1. Eagle KA, Berger PB, Calkins H, Chaitman BR, Ewy GA, Fleischmann KE, Fleisher LA, Froehlich JB, Gusberg RJ, Leppo JA, Ryan T, Schlant RC, Winters WL,Jr, Gibbons RJ, Antman EM, Alpert JS, Faxon DP, Fuster V, Gregoratos G, Jacobs AK, Hiratzka LF, Russell RO, Smith SC,Jr: ACC/AHA Guideline Update for Perioperative Cardiovascular Evaluation for Noncardiac Surgery--Executive Summary. A report of the American College of Cardiology/American Heart Association Task Force on Practice Guidelines (Committee to Update the 1996 Guidelines on Perioperative Cardiovascular Evaluation for Noncardiac Surgery). Anesth Analg 2002; 94: 1052-64
2. Eagle KA, Brundage BH, Chaitman BR, Ewy GA, Fleisher LA, Hertzer NR, Leppo JA, Ryan T, Schlant RC, Spencer WH,3rd, Spittell JA,Jr, Twiss RD, Ritchie JL, Cheitlin MD, Gardner TJ, Garson A,Jr, Lewis RP, Gibbons RJ, O'Rourke RA, Ryan TJ: Guidelines for perioperative cardiovascular evaluation for noncardiac surgery. Report of the American College of Cardiology/American Heart Association Task Force on Practice Guidelines. Committee on Perioperative Cardiovascular Evaluation for Noncardiac Surgery. Circulation 1996; 93: 1278-317
3. Fleisher LA, Beckman JA, Brown KA, Calkins H, Chaikof E, Fleischmann KE, Freeman WK, Froehlich JB, Kasper EK, Kersten JR, Riegel B, Robb JF, Smith SC,Jr, Jacobs AK, Adams CD, Anderson JL, Antman EM, Faxon DP, Fuster V, Halperin JL, Hiratzka LF, Hunt SA, Lytle BW, Nishimura R, Page RL, Riegel B, American College of Cardiology/American Heart Association Task Force on Practice Guidelines Writing Committee to Update the 2002 Guidelines on Perioperative Cardiovascular Evaluation for Noncardiac Surgery, American Society of Echocardiography, American Society of Nuclear Cardiology, Heart Rhythm Society, Society of Cardiovascular Anesthesiologists, Society for Cardiovascular Angiography and Interventions, Society for Vascular Medicine and Biology: ACC/AHA 2006 guideline update on perioperative cardiovascular evaluation for noncardiac surgery: focused update on perioperative beta-blocker therapy: a report of the American College of Cardiology/American Heart Association Task Force on Practice Guidelines (Writing Committee to Update the 2002 Guidelines on Perioperative Cardiovascular Evaluation for Noncardiac Surgery): developed in collaboration with the American Society of Echocardiography, American Society of Nuclear Cardiology, Heart Rhythm Society, Society of Cardiovascular Anesthesiologists, Society for Cardiovascular Angiography and Interventions, and Society for Vascular Medicine and Biology. Circulation 2006; 113: 2662-74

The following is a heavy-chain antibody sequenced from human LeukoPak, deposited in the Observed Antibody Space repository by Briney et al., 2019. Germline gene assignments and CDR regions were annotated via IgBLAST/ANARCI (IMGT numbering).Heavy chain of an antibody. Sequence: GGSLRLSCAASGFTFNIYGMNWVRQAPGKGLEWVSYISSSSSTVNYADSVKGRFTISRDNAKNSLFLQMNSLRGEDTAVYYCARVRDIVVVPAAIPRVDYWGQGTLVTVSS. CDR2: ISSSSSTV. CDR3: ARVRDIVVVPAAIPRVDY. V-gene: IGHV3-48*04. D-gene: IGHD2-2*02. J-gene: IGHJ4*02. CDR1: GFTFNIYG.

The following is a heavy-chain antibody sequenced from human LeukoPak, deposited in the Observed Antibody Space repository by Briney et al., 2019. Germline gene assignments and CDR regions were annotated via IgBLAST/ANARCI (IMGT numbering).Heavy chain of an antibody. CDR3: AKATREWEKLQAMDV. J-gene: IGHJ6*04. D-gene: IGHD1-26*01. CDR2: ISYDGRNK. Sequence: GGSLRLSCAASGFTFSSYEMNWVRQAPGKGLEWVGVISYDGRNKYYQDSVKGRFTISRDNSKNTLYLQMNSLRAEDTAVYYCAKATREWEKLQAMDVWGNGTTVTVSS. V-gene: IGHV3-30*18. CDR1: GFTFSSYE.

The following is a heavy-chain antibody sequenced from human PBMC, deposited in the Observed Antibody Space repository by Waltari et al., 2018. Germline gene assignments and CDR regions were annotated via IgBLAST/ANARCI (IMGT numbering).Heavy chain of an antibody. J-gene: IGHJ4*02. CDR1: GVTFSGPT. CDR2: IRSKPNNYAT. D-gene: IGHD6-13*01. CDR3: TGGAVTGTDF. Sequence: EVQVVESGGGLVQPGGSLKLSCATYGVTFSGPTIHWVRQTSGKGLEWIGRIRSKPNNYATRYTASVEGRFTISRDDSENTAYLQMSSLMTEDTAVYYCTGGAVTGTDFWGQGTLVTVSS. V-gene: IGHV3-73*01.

4. Fleischmann KE, Beckman JA, Buller CE, Calkins H, Fleisher LA, Freeman WK, Froehlich JB, Kasper EK, Kersten JR, Robb JF, Valentine RJ: 2009 ACCF/AHA focused update on perioperative beta blockade: a report of the American college of cardiology foundation/American heart association task force on practice guidelines. Circulation 2009; 120: 2123-51
5. Wallace AW, Au S, Cason BA: Association of the pattern of use of perioperative beta-blockade and postoperative mortality. Anesthesiology 2010; 113: 794-805.
6. Wallace AW, Au S, Cason BA: Perioperative beta-Blockade: Atenolol Is Associated with Reduced Mortality When Compared to Metoprolol. Anesthesiology 2011; 114: 824-36

Posted by Alan Jay Schwartz, M.D.,MSEd
Alan Jay Schwartz
About the Author

J. Lance Lichtor, M.D
J. Lance Lichtor, M.D. is a professor of anesthesiology and pediatrics at The University of Massachusetts Medical School. He is the web editor and an associate editor for Anesthesiology.